The next two tech features are exclusive to the standard Sonata. First is what Hyundai calls a digital key. Using the BlueLink application on a compatible smartphone, you can use this instead of the key to start the car and drive away. At the time of this writing, this is only available on Android phones. Hyundai did provide a loner Samsung Note smartphone for the week to try this out. I did not have the best experience with this feature at first because I found you need to be pretty close to the vehicle to make a connection. Trying to connect from my room upstairs, just above where the vehicle was parked, the application would throw up a connection error. I found that if I moved to the living room or just outside the front door, the phone was able to make the connection. This sours some of the appeal of this feature. 
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      Power Selection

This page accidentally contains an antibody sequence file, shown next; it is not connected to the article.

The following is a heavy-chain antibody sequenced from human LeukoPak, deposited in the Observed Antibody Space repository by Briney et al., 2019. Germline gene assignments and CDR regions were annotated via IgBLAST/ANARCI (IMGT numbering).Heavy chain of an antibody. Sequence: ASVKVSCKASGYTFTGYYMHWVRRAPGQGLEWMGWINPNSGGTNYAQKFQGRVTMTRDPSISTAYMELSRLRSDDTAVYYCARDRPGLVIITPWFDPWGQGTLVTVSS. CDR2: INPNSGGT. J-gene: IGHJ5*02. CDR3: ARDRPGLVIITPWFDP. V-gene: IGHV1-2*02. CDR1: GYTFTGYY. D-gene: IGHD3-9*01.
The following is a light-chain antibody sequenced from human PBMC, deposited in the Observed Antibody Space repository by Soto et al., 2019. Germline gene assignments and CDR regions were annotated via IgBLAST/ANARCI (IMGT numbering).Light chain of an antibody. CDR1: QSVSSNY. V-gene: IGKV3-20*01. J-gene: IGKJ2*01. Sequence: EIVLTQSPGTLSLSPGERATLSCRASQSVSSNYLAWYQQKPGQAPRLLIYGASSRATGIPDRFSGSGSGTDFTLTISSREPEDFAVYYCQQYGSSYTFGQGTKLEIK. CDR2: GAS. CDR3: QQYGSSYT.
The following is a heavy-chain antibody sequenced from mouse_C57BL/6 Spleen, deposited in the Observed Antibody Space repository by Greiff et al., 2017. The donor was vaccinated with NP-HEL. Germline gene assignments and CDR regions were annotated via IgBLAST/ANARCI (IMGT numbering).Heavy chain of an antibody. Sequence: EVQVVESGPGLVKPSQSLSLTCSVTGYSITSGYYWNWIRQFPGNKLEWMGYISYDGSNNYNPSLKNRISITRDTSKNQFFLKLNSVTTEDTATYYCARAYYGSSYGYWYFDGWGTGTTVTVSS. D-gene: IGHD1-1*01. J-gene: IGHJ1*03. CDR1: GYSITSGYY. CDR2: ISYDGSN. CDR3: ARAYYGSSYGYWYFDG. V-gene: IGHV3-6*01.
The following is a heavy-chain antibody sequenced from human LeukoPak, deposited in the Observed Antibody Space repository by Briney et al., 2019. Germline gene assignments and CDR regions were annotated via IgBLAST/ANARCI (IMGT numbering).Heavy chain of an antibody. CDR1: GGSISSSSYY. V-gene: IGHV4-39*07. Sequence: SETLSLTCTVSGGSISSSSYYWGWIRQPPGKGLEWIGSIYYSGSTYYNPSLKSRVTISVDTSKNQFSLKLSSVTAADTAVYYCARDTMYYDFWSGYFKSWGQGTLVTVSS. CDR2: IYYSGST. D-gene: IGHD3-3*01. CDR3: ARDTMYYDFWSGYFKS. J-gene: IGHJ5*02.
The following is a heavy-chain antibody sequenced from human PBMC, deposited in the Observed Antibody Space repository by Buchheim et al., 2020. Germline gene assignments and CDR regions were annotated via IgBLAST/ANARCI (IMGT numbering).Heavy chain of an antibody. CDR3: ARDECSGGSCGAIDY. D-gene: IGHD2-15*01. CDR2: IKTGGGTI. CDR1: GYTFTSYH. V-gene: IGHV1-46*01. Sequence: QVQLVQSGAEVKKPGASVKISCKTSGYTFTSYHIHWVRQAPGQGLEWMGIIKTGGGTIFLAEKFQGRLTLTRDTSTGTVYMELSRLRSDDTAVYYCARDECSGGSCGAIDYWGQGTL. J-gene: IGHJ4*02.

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      I wouldn't call this engine quick, but it handles most driving situations with aplomb. This comes down to most of the torque being situated at the lower end of the rpm band. The only area where you might be wishing for more power is merging onto a freeway or keeping up traffic. The eight-speed automatic does an excellent job of maximizing the engine's output.
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      Opting for Limited on the Sonata Hybrid brings a solar panel for the roof which acts as a trickle charger for both the 12-volt car battery and 1.6-kWh lithium-ion pack for the hybrid system. Hyundai says that the panel can add an extra two miles of range with adequate sunlight. I can't attest to this claim, but will say the solar panel did add an extra bit of charge to the battery, even on an overcast day.